Art, Culture & Architecture

    Nepal celebrates Naag Panchami festival

    Inam Ansari
    August21/ 2023
    Last Updated:

    Nepal celebrates Naag Panchami festival

    Kathmandu: Devotees in Nepal on Monday thronged the famed Naag Pokhari, a sacred pond dedicated to the serpent deity as the country celebrate Naag Panchami festival.
    A brass idol of the serpent deity is installed in the pond situated next to the former royal palace in Kathmandu. Devotees pray for the protection and calmness to avert any catastrophes.

    The Naag Panchami festival is celebrated annually on the fifth day of Shrawan Shukla as per the lunar calendar.
    “I have been coming here (Naag Pokhari) for years. I come here annually to perform rituals and pray to the serpent deity. Previously a boat used to ferry devotees to the centre of the pond where we could make offerings to the bronze sculpture,” Yashodha Karki, a devotee told ANI.
    The practice of serpent worship is believed to have started in the Vedic period, acording to Vedic beliefs, Naga is considered the king of snakes.

    The Naag Pokhari, a pond dedicated to the Serpent deity in Naxal of Kathmandu was worshipped and made special offerings of scutch grass, flower and rice grains mixed with red vermillion powder.
    Milk, fruits and sweets made of milk are also offered with the lighting of incense sticks and lamps to the deities.
    “Milk, barley seeds, and sesame seeds are offered first during the rituals followed by vermillion powder. We also fix the picture of a Naag using cow dung,” Sapana Katuwal, another devotee told ANI.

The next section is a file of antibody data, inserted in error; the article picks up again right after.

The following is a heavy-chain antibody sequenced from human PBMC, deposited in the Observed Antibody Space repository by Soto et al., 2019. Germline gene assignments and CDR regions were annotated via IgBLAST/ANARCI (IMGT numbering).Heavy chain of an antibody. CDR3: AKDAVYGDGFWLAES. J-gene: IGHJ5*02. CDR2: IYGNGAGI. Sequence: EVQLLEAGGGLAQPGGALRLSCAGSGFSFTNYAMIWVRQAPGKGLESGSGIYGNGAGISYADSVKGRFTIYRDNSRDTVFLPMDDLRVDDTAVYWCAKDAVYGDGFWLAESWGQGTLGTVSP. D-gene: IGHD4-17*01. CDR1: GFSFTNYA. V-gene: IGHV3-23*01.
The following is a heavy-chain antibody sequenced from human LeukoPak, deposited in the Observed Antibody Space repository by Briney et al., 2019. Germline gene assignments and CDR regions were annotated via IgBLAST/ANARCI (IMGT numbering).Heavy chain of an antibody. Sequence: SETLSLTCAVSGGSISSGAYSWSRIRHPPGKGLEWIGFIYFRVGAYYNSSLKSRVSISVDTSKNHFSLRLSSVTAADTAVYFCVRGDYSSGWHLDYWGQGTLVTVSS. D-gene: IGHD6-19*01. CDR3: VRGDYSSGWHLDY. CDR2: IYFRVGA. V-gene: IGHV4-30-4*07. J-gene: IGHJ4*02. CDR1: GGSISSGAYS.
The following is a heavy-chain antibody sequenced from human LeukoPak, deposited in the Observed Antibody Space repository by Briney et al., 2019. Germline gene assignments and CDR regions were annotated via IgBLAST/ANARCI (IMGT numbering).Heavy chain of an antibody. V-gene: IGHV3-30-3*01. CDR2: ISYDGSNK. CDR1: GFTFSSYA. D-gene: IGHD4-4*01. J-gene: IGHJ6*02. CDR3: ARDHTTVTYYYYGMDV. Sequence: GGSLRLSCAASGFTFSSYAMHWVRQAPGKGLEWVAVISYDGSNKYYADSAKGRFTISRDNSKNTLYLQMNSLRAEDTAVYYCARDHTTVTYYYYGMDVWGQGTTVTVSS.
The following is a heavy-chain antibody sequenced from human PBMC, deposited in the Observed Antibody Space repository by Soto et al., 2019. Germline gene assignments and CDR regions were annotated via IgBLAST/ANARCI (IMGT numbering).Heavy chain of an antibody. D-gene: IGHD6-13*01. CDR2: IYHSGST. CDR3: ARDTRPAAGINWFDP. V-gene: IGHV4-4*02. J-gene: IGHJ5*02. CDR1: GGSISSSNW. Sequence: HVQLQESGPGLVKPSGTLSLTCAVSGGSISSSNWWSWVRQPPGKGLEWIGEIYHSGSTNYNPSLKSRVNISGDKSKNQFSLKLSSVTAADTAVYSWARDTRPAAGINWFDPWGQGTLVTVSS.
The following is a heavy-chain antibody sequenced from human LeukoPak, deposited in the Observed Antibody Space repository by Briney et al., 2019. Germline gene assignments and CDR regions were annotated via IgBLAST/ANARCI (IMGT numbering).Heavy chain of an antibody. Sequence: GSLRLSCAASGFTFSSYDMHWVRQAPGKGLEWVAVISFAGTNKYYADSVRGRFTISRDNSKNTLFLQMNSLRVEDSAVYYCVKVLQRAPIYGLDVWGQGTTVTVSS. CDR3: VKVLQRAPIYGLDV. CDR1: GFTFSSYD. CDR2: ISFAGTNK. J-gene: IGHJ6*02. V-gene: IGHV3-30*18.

The festival of Naag Panchami is also regarded as a festival to strengthen the bond between humans and nature. On this particular day, the farmers don’t dig or plough the field rather they worship the deity making idols from the mud of their field.
    The serpentine deity is also regarded as the god of water and rain, and as per religious belief, it is said that the house where the Naag deity resides is bestowed with wealth and prosperity.
    As per the belief the age-old tradition of observing the festival started when a farmer in ancient times had ploughed the field on the day of Nag Panchami and a family of serpents was killed. The serpent then promised not to spare any of the family members of that farmer after his entire family was killed.
    The farmer had only a daughter who also was married off; the serpent then went to the girl’s house to take revenge and saw the daughter worshipping the serpent deity. That snake who lost its family returned blessing the girl. (ANI)